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Challenge of Childhood Obesity Draws Health Experts to Mississippi

By Rhonda Miller | Published 03 Nov 2011 09:43pm | comments
Michelle Lombardo presents the nutritional education program Organ Wise Guys.

Mississippi is the fattest state in the nation and obese adults are passing bad eating and lifestyle habits down to their children.  In the continuing struggle to conquer childhood obesity, MPB’s Rhonda Miller reports how health experts from the around the country are offering their best ideas in Biloxi this week.

"You skipped out on your cereal, you walked out on your waffle."

Health professionals say children will make healthier choices if it’s fun.  Michelle Lombardo is president of Organ Wise Guys Inc., a nutritional education program that’s in public schools in the city of Jackson, the Delta and Harrison County.

"Sir Rebrum the brain, Madame Muscle, Luigi Liver," Lombardo says. "They’re organs that live inside children, and basically, they’re like, ‘Man we love who we live in kids, but please, you gotta help us out in here’."

A research study of the Wise Guys program found children taking part have reductions in waist circumference, body/mass percentile and blood pressure. They also had improved academic performance.

"Avoid talking about the word weight."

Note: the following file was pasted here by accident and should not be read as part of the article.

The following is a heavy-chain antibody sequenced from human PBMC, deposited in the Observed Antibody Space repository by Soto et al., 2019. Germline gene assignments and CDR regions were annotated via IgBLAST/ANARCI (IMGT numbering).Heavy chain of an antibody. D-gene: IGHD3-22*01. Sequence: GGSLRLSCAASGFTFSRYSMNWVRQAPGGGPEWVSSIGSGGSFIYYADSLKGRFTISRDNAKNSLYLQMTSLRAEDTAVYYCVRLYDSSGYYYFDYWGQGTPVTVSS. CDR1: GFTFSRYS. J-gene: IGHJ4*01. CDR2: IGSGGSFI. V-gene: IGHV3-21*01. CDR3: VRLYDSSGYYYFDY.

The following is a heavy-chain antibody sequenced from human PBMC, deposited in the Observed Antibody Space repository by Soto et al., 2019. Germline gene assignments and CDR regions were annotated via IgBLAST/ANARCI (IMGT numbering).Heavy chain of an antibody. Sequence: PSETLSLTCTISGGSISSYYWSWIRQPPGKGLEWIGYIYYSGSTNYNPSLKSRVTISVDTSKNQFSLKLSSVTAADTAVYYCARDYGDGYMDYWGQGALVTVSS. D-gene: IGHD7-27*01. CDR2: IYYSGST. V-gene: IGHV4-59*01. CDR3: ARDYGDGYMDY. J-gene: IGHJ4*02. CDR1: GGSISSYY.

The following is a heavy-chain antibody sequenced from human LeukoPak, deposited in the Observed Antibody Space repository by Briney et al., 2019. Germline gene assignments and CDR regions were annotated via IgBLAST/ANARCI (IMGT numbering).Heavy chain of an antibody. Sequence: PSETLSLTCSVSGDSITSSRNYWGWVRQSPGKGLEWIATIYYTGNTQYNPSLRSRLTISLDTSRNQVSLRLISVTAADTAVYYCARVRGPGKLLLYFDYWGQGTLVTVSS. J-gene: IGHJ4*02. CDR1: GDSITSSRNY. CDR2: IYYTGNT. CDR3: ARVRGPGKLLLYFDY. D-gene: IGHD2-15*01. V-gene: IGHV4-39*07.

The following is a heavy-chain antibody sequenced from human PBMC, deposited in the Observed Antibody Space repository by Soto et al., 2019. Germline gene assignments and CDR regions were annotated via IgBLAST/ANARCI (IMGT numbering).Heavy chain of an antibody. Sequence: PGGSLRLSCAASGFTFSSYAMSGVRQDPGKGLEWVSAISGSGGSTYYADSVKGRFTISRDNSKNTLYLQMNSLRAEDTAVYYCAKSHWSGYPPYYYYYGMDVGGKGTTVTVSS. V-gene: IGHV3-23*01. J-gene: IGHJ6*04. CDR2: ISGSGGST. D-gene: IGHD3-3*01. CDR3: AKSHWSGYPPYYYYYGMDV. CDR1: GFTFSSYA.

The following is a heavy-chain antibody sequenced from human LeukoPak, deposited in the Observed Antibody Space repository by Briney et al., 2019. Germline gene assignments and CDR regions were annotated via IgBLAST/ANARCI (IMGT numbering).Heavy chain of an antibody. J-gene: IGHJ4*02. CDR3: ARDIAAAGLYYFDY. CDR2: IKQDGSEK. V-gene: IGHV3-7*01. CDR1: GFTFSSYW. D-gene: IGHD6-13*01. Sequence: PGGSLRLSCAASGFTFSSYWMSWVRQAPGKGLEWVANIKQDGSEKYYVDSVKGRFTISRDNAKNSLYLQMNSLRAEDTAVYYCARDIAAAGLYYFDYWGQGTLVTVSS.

Adults have to be aware of unconsciously presenting negative attitudes. Eating disorder specialist Ralph Carson works at Pine Grove treatment center in Hattiesburg, and says the right words can encourage good choices.

"So, diet has a certain connotation. It means kind of restrict, do without. For other people it means, I tried that and I failed," says Carson. "Some people like the word 'meal plan', some people like 'healthy living habits.'  We just have to begin to use different terminology."

Most people generally agree on what constitutes good nutrition and a healthy lifestyle. The problem is, habits can be hard to break and large-scale change is often slow.

California nurse and social worker Joe Solowiejczyk points out even the programs in place don’t have enough funding.

"Don’t have enough money to buy band-aids. Don’t have enough money to provide adequate services that are far-reaching and comprehensive from a social perspective, as well as from a psychological perspective," he says.

While Mississippi has been trying to slim down, it has remained the most obese state in the nation for the past several years.


Michelle Lombardo presents the nutritional education program Organ Wise Guys.



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